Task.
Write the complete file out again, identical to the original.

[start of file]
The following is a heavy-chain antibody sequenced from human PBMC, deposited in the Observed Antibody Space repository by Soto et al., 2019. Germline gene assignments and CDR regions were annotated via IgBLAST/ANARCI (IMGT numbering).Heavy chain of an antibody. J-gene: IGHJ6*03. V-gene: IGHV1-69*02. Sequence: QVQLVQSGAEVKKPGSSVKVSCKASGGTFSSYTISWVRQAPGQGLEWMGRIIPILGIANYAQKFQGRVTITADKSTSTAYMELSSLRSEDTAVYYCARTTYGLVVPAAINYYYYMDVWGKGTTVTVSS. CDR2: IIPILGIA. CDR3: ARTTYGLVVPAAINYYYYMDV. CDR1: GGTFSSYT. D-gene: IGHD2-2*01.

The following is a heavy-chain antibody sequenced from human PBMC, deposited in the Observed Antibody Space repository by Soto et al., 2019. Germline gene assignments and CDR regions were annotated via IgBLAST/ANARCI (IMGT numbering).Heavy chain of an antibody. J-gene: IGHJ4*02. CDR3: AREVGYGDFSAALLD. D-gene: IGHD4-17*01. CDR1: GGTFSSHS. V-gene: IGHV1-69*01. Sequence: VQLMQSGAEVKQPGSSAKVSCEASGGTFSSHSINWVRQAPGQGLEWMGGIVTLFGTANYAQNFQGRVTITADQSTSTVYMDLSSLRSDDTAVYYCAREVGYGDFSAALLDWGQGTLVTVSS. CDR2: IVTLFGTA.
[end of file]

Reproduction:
The following is a heavy-chain antibody sequenced from human PBMC, deposited in the Observed Antibody Space repository by Soto et al., 2019. Germline gene assignments and CDR regions were annotated via IgBLAST/ANARCI (IMGT numbering).Heavy chain of an antibody. J-gene: IGHJ6*03. V-gene: IGHV1-69*02. Sequence: QVQLVQSGAEVKKPGSSVKVSCKASGGTFSSYTISWVRQAPGQGLEWMGRIIPILGIANYAQKFQGRVTITADKSTSTAYMELSSLRSEDTAVYYCARTTYGLVVPAAINYYYYMDVWGKGTTVTVSS. CDR2: IIPILGIA. CDR3: ARTTYGLVVPAAINYYYYMDV. CDR1: GGTFSSYT. D-gene: IGHD2-2*01.

The following is a heavy-chain antibody sequenced from human PBMC, deposited in the Observed Antibody Space repository by Soto et al., 2019. Germline gene assignments and CDR regions were annotated via IgBLAST/ANARCI (IMGT numbering).Heavy chain of an antibody. J-gene: IGHJ4*02. CDR3: AREVGYGDFSAALLD. D-gene: IGHD4-17*01. CDR1: GGTFSSHS. V-gene: IGHV1-69*01. Sequence: VQLMQSGAEVKQPGSSAKVSCEASGGTFSSHSINWVRQAPGQGLEWMGGIVTLFGTANYAQNFQGRVTITADQSTSTVYMDLSSLRSDDTAVYYCAREVGYGDFSAALLDWGQGTLVTVSS. CDR2: IVTLFGTA.